By the grace of God both of my sets of grandparents have been married for over 50 years, and my parents for over 25. Most people don't have that blessing in our society, though, where marriage is entered (and exited) so lightly. In an age where marriage often follows several years of "testing each other out" by living together, it is no wonder that marriage is not seen as a binding commitment. When two people have cohabitated for years before "tying the knot," on the eve of their wedding I cannot help but mentally ask the first question Jewish children ask their parents during Passover: What makes this night different from all others? It also makes me all the more thankful to be able to witness a ceremony like Paul & Ashley's, where marriage is approached with real weightiness and commitment. Just before the ceremony began, the pastor asked that there be no photography during the ceremony. Not an unusual request, but his reason stuck with me: because of the sacredness of the ceremony.
Marriage is so easily broken in our society because most people do not really stop and think that they are making their vows to God, not just another human being. There are two sets of vows in the typical wedding ceremony: one set of vows is exchanged between the man and woman, but the other set of vows is made to God, who binds a marriage together. Unless a marriage is built on the foundation of Christ, it is built on sand.
In Stepping Heavenward, Katy's sister-in-law Helen asks Katy the "secret" to her long, steadfast marriage with Ernest. Here is a portion of Katy's reply:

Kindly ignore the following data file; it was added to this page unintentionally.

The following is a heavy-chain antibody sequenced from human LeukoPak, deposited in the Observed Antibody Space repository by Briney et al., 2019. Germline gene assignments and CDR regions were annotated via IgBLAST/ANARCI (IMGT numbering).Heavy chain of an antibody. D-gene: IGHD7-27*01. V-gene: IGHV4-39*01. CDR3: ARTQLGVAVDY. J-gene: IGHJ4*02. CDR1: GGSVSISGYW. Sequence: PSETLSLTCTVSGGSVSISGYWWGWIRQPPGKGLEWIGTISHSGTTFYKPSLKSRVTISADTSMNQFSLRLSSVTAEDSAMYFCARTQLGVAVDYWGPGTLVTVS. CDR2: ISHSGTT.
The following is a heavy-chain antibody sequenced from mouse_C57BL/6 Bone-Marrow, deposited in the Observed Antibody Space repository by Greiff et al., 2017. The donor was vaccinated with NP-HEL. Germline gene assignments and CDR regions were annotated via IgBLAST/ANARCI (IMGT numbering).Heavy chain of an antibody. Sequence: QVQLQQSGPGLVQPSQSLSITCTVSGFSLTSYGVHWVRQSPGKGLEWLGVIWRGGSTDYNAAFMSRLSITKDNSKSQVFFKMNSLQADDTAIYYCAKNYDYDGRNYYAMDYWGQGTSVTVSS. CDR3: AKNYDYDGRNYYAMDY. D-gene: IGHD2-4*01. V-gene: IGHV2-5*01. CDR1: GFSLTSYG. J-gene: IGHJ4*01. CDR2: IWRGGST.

. . . I was struck with Ernest's asking in the very first prayer he offered in my presence, after our marriage, that God would help us love each other; I felt that love was the very foundation on which it was built and that there was no danger that I should ever fall short in giving to my husband all he wanted in full measure. But as he went on day after day repeating this prayer, and I naturally made it with him, I came to see that this most precious of earthly blessings had been and must be God's gift and that while we both looked at it in that light and felt our dependence on Him for it, we might safely encounter together all the assaults made up on us by the world, the flesh, and the devil. I believe we owe it to this constant prayer that we have loved each other so uniformly and with such growing comfort in each other; so that our little discords always have ended in fresh accord, and our love has felt conscious of resting on a rock - and that rock was the will of God.